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In the proofwiki page: Order of Product of Disjoint Permutations

We have a product of disjoint permutations $\pi = \rho_1 \rho_2 \cdots \rho_r$. Why exactly is it that if $\pi^u=e$, then for each $\rho_s$ we have $\rho_s^u=e$, where $e$ is the identity permutation? I think we will have if they are not all $e$, then there will be at least 2 permutations $\rho_{s_1}$, $\rho_{s_2}$ where $\rho_{s_1}=\rho_{s_2}^{-1}$, which somehow contradicts the disjoint assumption, but I wasn't able to prove $\rho_{s_1}=\rho_{s_2}^{-1}$. I was able to prove only that $\rho_{s_1}^u=\rho_{s_2}^{-u}$, from which we can say

$\rho_{s_1}^u=\rho_{s_2}^{-u}$

$\implies \rho_{s_1}^u \rho_{s_2}^{u} = 1$

$\implies (\rho_{s_1} \rho_{s_2})^{u} = 1$

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Fix some $k$ and let $S_k$ be the set which is acted upon by $\rho_k$ (the elements which $\rho_k$ actually moves). By disjointedness, none of the other $\rho_i$'s act on any of the elements of this set. So, when applying the entire permutation $u$ times, which results in the identity, the set $S_k$ only sees you apply $\rho_k^u$. Thus we must have $\rho_k^u=e$.

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  • $\begingroup$ "By disjointedness, none of the other $\rho_i$'s act on any of the elements of this set." This intuition is EPIC! Thank you! $\endgroup$ – user198044 Oct 10 '18 at 7:08
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    $\begingroup$ @JackBauer What did you think "disjoint" meant? $\endgroup$ – Arthur Oct 10 '18 at 7:10
  • $\begingroup$ Just that they commute (I didn't realize other properties were relevant, so I didn't bother to analyze the definition of disjoint), which I'm now realizing is that weaker than disjoint. :) $\endgroup$ – user198044 Oct 10 '18 at 7:11
  • $\begingroup$ Arthur, may I please double check: inverses are not disjoint, is that right? $\endgroup$ – user198044 Oct 10 '18 at 7:15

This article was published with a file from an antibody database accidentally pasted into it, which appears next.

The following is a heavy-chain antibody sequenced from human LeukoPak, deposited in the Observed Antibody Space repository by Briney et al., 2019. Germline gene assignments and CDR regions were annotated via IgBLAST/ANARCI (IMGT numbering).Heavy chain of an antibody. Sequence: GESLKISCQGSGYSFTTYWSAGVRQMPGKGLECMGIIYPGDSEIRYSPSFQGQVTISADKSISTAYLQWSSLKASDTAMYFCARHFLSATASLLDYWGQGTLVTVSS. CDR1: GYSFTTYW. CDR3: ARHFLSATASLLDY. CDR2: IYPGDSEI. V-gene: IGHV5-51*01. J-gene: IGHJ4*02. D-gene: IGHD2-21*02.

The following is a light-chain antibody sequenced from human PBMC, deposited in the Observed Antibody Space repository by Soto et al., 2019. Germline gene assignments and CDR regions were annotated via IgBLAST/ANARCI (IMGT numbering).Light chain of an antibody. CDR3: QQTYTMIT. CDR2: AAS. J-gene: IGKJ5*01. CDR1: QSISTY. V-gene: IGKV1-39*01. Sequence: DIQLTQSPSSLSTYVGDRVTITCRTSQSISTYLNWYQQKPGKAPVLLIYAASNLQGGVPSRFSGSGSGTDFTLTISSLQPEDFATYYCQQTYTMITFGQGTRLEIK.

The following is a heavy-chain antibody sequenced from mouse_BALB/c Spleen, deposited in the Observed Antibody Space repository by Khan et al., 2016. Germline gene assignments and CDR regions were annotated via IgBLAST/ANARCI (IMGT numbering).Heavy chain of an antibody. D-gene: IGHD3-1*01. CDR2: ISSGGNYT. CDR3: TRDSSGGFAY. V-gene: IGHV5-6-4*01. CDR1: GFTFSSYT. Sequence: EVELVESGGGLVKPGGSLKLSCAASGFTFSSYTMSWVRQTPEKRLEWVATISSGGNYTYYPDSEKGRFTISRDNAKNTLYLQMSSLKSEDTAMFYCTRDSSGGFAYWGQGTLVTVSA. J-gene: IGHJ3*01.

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    $\begingroup$ @JackBauer Apart from the identity permutation (which is its own inverse and still disjoint), no they're not. $\endgroup$ – Arthur Oct 10 '18 at 7:18
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Note that if $\rho_i,\rho_j$ are disjoint permutations, then $\rho_i^n,\rho_j^m$ are also disjoint permutations for any $m,n\in\mathbb N$. Also note that if a product $\prod_i\rho_i$ of mutually disjoint permutations is $e$, then each of them is $e$, otherwise say $\rho_1=(1\ 2\cdots)$, then $\prod_i\rho_i$ sends $1$ to $2$, and is not $e$.


Hope this helps.

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  • $\begingroup$ I think your answer, at least for the second sentence, argues against exactly one of them is not $e$. My argument is that if one of them is not $e$, then another one isn't $e$ too. To have the product equal to $e$, one is the inverse of the other so $\rho_{s_1}^u=\rho_{s_2}^{-u}$. As for your first sentence, what does it mean for $\rho_{s_1}^u$ and $\rho_{s_2}^{u}$? Inverses are not disjoint? $\endgroup$ – user198044 Oct 10 '18 at 7:11
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    $\begingroup$ I was trying to express the same idea as that of Arthur in fact. Because other permutations will not affect the elements acted by any one of the permutations, if the product is $e$, then everyone of them is $e$. $\endgroup$ – awllower Oct 10 '18 at 9:09
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$\rho_{s_1}$ and $\rho_{s_2}$ are disjoint if and only if $\rho_{s_1}^{m}$ and $\rho_{s_2}^{n}$ are disjoint.

Choose $m=n=u$.

If $(\rho_{s_1})^u (\rho_{s_2})^u = (\rho_{s_1} \rho_{s_2})^{u} = e$, then $\rho_{s_1}^{u}$ and $\rho_{s_1}^{u}$ are not disjoint because every permutation can be represented as the product of disjoint cycles. In this case, the representation $(\rho_{s_1})^u (\rho_{s_2})^u = e$ is not a disjoint representation of $e$. Therefore, $(\rho_{s_1})^u$ and $(\rho_{s_2})^u$ are not disjoint. Therefore, $\rho_{s_1}$ and $\rho_{s_2}$ are not disjoint. This contradicts our assumption.

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